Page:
“I was hurting, it was taking it out of me. After three laps, I said I'm fine and I was so far ahead, I wasn't worried but with two laps to go, people were telling me Brian Fay was coming back. Doubts come in and you have to get steely thoughts in and go for it. I knew I had to hang in and if he passed me, not to drop my head, to track him and try and outsprint him. I was under pressure.”

A couple of years ago, it looked like Brady was beginning to drift away from the sport but this was never on his agenda. “Everyone else had the opinion that I was drifting away but I was busy trying to achieve other things, career and education. I was never going to leave the sport without a national title. I don't go around telling everyone my life story on Instagram and the less you tell the more they had to imagine. I had a few other priorities I had to get right.”

Now qualified as an engineer, he has benefitted greatly from secure and helpful employment with Punch Consulting Engineers in Dublin. “I got my routine in order and there was flexibility around training. I am training more than ever. I am workinmg 35/40 hours a week but the flexibility is good so I can pull it off. I can get work done and train, that is different. That has been the real icing on the cake, to get my career on track. Up to that, things were up and down. The demands in the final year in college puts you under time pressure. There are time constraints when you are trying to achieve two goals at the one time and it drags you down. My time management is great now.”

He admitted: “When I am running bad, I am not getting the work done and putting in the effort that is needed. I am getting the work done now and it is showing. That is life, you have to get on with it.”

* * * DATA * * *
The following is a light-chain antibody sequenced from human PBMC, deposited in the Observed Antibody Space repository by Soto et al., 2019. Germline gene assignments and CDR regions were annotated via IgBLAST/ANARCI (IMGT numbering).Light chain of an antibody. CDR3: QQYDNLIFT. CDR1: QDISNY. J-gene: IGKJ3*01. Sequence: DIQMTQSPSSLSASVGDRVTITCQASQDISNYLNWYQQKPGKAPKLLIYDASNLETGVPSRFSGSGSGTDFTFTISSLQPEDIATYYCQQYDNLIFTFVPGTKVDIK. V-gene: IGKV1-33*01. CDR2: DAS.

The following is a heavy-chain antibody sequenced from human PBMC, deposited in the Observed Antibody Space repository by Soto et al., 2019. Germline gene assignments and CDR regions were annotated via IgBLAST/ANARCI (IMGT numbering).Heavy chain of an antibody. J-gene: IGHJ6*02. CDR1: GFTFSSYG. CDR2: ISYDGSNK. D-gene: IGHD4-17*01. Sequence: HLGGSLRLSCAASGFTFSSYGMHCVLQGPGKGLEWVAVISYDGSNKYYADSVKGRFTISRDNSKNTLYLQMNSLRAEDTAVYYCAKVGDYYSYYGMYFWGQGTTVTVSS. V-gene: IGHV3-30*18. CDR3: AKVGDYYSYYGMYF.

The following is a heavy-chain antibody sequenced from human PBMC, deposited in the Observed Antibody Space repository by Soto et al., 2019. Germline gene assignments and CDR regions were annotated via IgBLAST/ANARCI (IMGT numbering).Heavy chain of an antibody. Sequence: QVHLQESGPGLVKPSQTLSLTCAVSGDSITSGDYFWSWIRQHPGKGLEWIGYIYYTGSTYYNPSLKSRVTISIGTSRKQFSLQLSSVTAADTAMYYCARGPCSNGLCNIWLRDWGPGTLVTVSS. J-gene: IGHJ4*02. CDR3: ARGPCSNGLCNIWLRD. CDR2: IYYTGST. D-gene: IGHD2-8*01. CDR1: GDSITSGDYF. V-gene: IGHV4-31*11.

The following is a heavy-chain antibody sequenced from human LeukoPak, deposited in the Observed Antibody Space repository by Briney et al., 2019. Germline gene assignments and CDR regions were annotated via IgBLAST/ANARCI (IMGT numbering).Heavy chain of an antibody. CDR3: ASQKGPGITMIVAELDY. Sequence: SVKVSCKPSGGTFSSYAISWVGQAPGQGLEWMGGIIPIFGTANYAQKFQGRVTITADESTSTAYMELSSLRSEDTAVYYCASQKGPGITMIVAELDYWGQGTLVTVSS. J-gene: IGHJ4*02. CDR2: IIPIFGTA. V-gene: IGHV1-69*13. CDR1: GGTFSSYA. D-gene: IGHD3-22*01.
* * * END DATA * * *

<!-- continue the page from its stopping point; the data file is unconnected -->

He has also went through coaches: Robert Denmead initially for seven years after joining Tullamore Harriers, then Athenry man, Paul McNamara and now former Olympian Maria McCambridge and her husband Gary Crossan.

Were all these changes disruptive?

“The first thing I have to say is I have had three coaches and they are probably the best three coaches in the country in the last ten to fifteen years. I have been so lucky. Robert Denmead was fantastic, he really showed me how to do this properly. I thought this was how everyone trained and it was only later that I realised I was training better than others in my early years.

“Paul McNamara was a natural change for me at that time in Athlone IT, it was a good balance. I had split modules and it gave me that flexibility to perform and recover. He was a fantastic help. It was different ways of doing the same thing basically.

“Maria is a lifetstyle thing. There are lots of groups to train with in Dublin but even though I have flexibility, I have to do a lot of training on my own. It is nice to be able to link up with Maria and be coached almost one to one. Things can change for me on a day to day basis. She is a fantastic coach, very knowledgeable. I met her for the first time in 2015 at the Frankfurt marathon and she was very nice, genuine and knowledgeable. It was always very pleasant to meet her and Gary. They know what they are doing, were able to give me a hand and it is paying dividends. It is a different way of doing the same thing. A change of ideas can break the routine and is often a good thing.”

He will now complete at the European Cross Country Championships in Lisbon on December 8 and his first aim is to be the first Irish man home but he is not setting big targets. “The last time I was in the European Cross Country was in 2016 and my goal was to finish in the top half of the field. I had it in mind that if I broke 31 minutes, I should do that. I went very close to 30 minutes flat and finished in 62nd place. I didn't know whether to be happy or sad. I ran way faster than expected and finished in the second half of the field. I will have to study it and see what is a good aim. I will use the same approach as the All-Irelands. I will see how hard I can hurt and how long I can hold it for. That is paying off so far and we will see how it goes.”

He targetted that marathon in Frankfurt for an Olympic qualifying time but he fell apart in the second half of the race and is focusing on shorter distances for 2020. “I will definitely not run a marathon in 2020. I will basically train like a marathon runner and do as much miles as I can, build base and strength but not run a marathon.”